On Sunday of Christmas weekend, a relatively unknown Baltimore Ravens rookie named Morgan Cox ran onto the field at Cleveland Browns Stadium with the field goal unit. Cox was the long snapper.

A second or two after he snapped the football, men up and down the line of scrimmage could hear his screams. His anterior cruciate ligament was torn. His medial collateral ligament suffered a third-degree sprain. The game’s first half was not yet over.

Despite the pain and the fact the Ravens did have a backup in Willis McGahee, a running back, Cox wouldn’t ask to come out. He got his knee braced and returned to play when Baltimore needed its long snapper. He needed crutches to get to the team bus after the 20-10 win and season-ending surgery after returning home.

Why did Cox continue to play? I mean, it’s not like he was the quarterback.

It’s difficult for the pedestrians among us to appreciate what Cox did in a regular-season game. It’s difficult for outsiders to understand the storm around Jay Cutler, the Chicago Bears’ quarterback who didn’t return to the playoff game against Green Bay.

Cutler felt something give in his left knee. How much pain he felt, only he knows. He has a sprained medial collateral ligament, which is serious, although it shouldn’t need surgery.

Surgery can’t help the other pain he’s feeling. Sunday night, some NFL players tweeted the world, calling out Cutler for being gutless. Bears teammates have rallied around him publicly. What are they thinking privately?

University of Maine football coach Jack Cosgrove watched Sunday’s playoff games with his teenage son Matt. The enduring image from the Bears-Packers game was seeing backup Caleb Hanie on the bench, flipping frantically through the pages of a game-day playbook.

“Did you see Cutler in that shot?” asked Cosgrove. “He was totally disinterested in what was going on. I was really offended by him. He put himself outside the brotherhood of the locker room.”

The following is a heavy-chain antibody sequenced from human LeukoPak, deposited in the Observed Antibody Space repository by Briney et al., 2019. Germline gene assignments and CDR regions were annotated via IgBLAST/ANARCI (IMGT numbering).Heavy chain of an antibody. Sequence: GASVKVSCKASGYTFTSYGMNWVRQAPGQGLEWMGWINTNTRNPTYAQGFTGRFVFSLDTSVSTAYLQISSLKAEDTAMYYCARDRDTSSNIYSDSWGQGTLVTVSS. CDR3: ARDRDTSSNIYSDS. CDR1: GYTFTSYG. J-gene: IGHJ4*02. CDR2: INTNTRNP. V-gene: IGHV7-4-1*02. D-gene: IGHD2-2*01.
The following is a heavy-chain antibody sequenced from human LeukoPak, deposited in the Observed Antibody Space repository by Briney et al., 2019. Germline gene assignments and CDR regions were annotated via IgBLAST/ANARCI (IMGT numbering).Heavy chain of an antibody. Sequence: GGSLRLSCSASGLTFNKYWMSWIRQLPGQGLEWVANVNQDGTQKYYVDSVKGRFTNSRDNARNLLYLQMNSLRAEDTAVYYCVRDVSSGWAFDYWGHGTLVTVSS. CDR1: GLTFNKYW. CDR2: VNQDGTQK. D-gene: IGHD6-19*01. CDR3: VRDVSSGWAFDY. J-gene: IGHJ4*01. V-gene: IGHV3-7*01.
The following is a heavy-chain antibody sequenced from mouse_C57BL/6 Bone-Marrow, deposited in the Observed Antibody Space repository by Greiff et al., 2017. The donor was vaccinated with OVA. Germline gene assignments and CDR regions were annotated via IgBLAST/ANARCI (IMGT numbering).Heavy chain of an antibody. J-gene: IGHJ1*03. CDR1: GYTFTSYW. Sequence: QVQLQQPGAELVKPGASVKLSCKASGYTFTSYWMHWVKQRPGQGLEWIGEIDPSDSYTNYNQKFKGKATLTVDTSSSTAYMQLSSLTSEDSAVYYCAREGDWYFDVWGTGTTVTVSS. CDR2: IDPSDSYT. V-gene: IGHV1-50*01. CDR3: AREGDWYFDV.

In different words, Portland Pirates winger Mark Parrish said the same thing before Tuesday night’s hockey game.

“My greatest fear was letting down my teammates by not playing,” he said. “I’d do anything (to stay on the ice.) “

That’s why Parrish said he was “surprised, maybe shocked,” that Cutler didn’t do more to stay in the game on the field or from the sideline.

Little cogs or big wheels are all important in any team sport.

“There’s no tomorrow. I’ve played 12 years in the NHL and I’ve never gotten past the first round (of the playoffs.) This is what you play for.”

Parrish is a native of Bloomington, Minn., and a big Vikings fan. Both football and hockey are violent, brutally physical games. Players in both sports are part of the culture that encourages them to play despite torn or broken bodies. They don’t expect those outside their sports to understand.

This isn’t about courage or high thresholds for pain. It’s not about being disabled 10 or 20 years afterward. Several years ago at a Christmas party, I saw Derek Sanderson, who played on the Boston Bruins teams that won Stanley Cup titles in 1970 and 1972.

He limped as he walked across the room. He shrugged when he mentioned the numerous surgeries he’s endured. Success had its price. He paid.

Parrish played in the 2002 NHL All-Star game, but at 33 he’s facing longer odds playing for the Stanley Cup. Parrish would do anything to share that experience with teammates.

“Not having a clue as to the severity of (Cutler’s) injury, maybe I shouldn’t be saying this again. But I was shocked.”

The lines between personal sacrifice and personal stupidity are blurred. Thankfully, head injuries do get more attention today. A broken bone protruding through skin gets sympathy.

Jay Cutler, who asked out of Denver, forsaking teammates because of a grievance with then new coach Josh McDaniels, gets little.

“I would have put (Cutler) on crutches,” said Cosgrove, who was on a recruiting trip through the Baltimore area Tuesday. Sports-talk radio in New York was merciless, he said.

Crutches might have saved Cutler from the vitriol. Crutches were a badge of honor for Morgan Cox. We may not understand. The men who play the games do.


Staff Writer Steve Solloway can be contacted at 791-6412 or at: [email protected]